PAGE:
Wednesday, January 25, 2012
Even the Stones Will Shout: A Memorial for John Stott
By Brian Nixon
Special to ASSIST News Service
LONDON, UK (ANS) -- It's always hard to say goodbye to a friend. Whether for a short time or a longer period—say a lifetime, goodbye is difficult to say.
But for many, and John Stott in particular, their lives still speak even after their passing.
Case in point: on January 13, 2012, a Memorial and Thanksgiving service was held at the imposing St. Paul’s Cathedral in London, UK, honoring the life, message, and witness of Uncle John—as many around the world called him.
A press release sent to the ASSIST News Service by John Stott Ministries states, “The majestic stone columns and arches of St. Paul’s Cathedral glowed in the honeyed light of the winter sunshine, while Christopher Wren’s great dome resounded to the music of organ, orchestra, choir and two thousand voices giving glory to God in thanksgiving for the life and ministry of Rev Dr John R. W. Stott (1921 – 2011).”
The service drew people from the corners of the UK and many parts of the world.
The press release continues by saying, “Tributes began with Frances Whitehead, John Stott’s secretary for 55 years, who was converted to Christ through his preaching and thanked God for his life - marked to its very end by faith, hope and love, along with grace and truth.
“Stott’s global influenced was recognized in tributes brought from Asia, Africa and Latin America by, respectively, Archbishop John Chew (Singapore), Bishop Robert Aboagye-Mensah (Ghana), and Ruth Padilla DeBorst (Costa Rica).
“All spoke of the influence in their continents of his life and friendship, as well as his teaching. Ruth Padilla DeBorst stressed how Stott had listened so deeply to his friends and allowed the realities of poverty and injustice in Latin America to stretch, challenge and inform his own worldview and his understanding of the scope of gospel mission.
“In his sermon, Timothy Dudley-Smith, one of Stott’s oldest friends since their student days at Cambridge, preached from Revelation 17:14, where those who are with Jesus are described as ‘Called, chosen and faithful’ – words that he illustrated from Stott’s life, while challenging all present to answer the question that Stott himself would ask, ‘How is it between you and Jesus?’ He recalled John’s sermon at the re-opening of All Souls church in which he had said he ‘dreamed’, among other things, of a serving church that would be salt and light in society.”
And what of Stott’s vision for the world and his ministry after his passing?
According to the press release, this theme was discussed by Mark Greene and Chris Wright, “who presented the ongoing vision that is embodied in the two organizations that they lead and which, at Stott’s request, will benefit jointly from The John Stott Memorial Fund – respectively, the London Institute for Contemporary Christianity and the Langham Partnership International.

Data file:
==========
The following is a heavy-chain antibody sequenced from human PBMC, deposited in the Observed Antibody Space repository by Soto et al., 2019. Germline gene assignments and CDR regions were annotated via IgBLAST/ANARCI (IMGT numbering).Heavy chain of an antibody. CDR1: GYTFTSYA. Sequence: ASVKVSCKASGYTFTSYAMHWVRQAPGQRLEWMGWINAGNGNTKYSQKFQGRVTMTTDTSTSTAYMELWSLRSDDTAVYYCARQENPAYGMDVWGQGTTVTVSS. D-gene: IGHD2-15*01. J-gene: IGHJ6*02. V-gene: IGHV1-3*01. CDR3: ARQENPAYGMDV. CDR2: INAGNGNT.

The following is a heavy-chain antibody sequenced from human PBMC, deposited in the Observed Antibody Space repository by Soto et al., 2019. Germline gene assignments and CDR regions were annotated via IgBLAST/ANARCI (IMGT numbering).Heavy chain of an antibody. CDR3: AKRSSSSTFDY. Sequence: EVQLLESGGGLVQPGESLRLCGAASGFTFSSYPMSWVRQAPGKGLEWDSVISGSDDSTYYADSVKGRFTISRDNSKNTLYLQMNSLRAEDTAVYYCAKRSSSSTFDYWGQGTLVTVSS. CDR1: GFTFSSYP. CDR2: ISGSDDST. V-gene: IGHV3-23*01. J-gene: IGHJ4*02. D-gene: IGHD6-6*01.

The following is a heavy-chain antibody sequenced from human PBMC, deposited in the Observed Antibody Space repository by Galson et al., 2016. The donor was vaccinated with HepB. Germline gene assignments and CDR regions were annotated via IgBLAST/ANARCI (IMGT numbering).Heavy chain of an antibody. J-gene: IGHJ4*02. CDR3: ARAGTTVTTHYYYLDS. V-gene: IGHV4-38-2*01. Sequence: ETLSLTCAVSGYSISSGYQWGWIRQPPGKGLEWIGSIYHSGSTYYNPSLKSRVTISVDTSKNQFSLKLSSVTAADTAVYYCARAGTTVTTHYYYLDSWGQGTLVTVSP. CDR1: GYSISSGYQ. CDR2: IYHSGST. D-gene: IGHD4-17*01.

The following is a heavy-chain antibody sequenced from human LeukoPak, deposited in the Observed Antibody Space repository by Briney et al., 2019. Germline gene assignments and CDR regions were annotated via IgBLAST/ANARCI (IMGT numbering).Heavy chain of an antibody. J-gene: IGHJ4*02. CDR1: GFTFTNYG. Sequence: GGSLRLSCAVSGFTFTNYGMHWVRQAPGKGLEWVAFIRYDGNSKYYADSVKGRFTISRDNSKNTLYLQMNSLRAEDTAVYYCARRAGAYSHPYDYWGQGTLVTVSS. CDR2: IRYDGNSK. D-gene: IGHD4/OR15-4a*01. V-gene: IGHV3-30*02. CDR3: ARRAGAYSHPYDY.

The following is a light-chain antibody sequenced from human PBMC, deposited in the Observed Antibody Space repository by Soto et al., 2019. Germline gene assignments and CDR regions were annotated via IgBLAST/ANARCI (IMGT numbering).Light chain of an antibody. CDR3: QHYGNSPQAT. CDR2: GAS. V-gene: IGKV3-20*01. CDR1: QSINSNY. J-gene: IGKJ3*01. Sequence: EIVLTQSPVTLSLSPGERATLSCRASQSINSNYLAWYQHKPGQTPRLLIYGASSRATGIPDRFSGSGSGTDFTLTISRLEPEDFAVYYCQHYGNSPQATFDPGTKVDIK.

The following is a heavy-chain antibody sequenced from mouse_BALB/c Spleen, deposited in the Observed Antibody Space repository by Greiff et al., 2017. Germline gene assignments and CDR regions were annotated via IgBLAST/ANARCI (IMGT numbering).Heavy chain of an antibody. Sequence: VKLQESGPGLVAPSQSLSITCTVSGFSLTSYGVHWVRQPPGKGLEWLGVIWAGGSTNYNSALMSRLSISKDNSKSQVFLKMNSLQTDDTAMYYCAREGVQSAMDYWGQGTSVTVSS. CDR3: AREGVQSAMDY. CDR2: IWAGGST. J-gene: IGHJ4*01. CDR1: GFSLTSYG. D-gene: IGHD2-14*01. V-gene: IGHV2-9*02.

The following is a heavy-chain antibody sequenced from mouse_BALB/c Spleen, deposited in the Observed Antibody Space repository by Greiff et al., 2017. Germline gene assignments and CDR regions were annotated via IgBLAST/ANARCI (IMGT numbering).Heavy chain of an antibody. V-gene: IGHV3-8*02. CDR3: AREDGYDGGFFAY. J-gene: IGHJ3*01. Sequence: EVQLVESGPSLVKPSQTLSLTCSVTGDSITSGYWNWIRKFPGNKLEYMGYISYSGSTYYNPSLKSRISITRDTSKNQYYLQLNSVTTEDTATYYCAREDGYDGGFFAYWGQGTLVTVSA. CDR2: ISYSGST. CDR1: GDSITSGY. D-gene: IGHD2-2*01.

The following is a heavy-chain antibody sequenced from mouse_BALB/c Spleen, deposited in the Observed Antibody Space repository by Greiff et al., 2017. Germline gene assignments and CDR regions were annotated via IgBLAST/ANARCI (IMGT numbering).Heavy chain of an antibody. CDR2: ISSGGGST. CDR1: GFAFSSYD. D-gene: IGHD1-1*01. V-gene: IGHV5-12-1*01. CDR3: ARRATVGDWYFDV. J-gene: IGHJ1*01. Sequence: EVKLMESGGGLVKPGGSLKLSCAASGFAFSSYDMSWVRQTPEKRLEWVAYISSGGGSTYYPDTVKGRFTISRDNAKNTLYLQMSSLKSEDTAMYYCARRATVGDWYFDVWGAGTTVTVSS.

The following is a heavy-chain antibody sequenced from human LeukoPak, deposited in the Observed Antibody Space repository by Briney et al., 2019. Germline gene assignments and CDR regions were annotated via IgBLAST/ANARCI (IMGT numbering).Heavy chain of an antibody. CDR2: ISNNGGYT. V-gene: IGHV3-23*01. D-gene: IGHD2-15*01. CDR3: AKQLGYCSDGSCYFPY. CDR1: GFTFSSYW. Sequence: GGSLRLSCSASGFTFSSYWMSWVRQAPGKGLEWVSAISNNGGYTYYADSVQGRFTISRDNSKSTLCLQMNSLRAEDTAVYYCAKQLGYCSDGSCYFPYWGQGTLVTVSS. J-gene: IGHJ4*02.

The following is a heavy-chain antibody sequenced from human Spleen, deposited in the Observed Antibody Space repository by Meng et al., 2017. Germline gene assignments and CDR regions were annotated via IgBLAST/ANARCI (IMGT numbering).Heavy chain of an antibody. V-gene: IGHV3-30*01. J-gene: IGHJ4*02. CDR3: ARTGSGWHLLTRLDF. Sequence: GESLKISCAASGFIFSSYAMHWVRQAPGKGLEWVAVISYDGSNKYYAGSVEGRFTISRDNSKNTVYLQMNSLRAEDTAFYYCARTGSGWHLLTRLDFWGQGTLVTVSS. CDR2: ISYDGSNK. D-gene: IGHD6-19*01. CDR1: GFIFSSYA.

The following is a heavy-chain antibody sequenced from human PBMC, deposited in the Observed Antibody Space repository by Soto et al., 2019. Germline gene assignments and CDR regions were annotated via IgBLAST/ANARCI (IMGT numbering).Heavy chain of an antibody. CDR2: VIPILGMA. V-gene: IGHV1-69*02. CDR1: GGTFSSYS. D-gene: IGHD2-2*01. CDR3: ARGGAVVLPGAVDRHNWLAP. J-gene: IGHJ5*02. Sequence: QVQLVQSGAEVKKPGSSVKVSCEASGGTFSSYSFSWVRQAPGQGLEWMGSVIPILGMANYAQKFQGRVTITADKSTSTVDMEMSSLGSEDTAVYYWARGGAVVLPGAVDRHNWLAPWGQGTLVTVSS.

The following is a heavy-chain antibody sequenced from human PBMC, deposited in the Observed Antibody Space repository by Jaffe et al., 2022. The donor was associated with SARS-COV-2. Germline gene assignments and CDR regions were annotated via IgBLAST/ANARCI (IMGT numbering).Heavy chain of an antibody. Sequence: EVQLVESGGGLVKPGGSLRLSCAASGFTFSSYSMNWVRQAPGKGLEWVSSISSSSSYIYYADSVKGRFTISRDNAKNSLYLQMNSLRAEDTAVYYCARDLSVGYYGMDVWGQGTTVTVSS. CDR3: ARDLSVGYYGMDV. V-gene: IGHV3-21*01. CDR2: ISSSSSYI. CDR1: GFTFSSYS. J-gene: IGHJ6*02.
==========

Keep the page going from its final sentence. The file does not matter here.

“Greene pointed to Stott’s passion that lay Christians should be the agents of the gospel’s transforming power in the frontlines of their places of work, but lamented that this part of Stott’s vision had not been truly grasped or implemented in whole-life disciple-making. As a result, even though there are more Christians in the City of London than in the tents outside the Cathedral, the salt had not been doing its job. Wright pointed to Stott’s complementary passion that, for Christians to be such transformative salt and light in the world, they need the nourishment of applied Bible preaching by pastors who are committed and trained to provide it.”
Prayers of thanksgiving led by Bishop Michael Baughen and Judge David Turner concluded the memorial. Closing prayers were led by John Sentamu, the Ugandan-born Archbishop of York, and Richard Chartres, Bishop of London, and the blessing was pronounced by Rowan Williams, Archbishop of Canterbury.
In an odd way, the passing of John Stott reminds me of the incident with Jesus when the Pharisees called to Him to silence the witness of His disciples. Jesus replied, “If they keep quiet the stones will cry out.”
The Stott press release continues, “A gravestone of rough-hewn Welsh slate now marks the spot in the tiny village cemetery of Dale, Pembrokeshire, Wales, where John Stott’s ashes lie buried. Like the man himself – slender, upright, rooted in the earth but pointing to the heavens – it is inscribed with his own words:
Buried here are the ashes of John R. W. Stott …
Note: I finally got to meet my hero in 2006. He was speaking at Mariner’s Church in Orange County, California on behalf of the John Stott Foundation. I went to listen and speak with him. It was blessing! To my surprise, the picture of us made it around the world on several websites- Christianity Today- among them.
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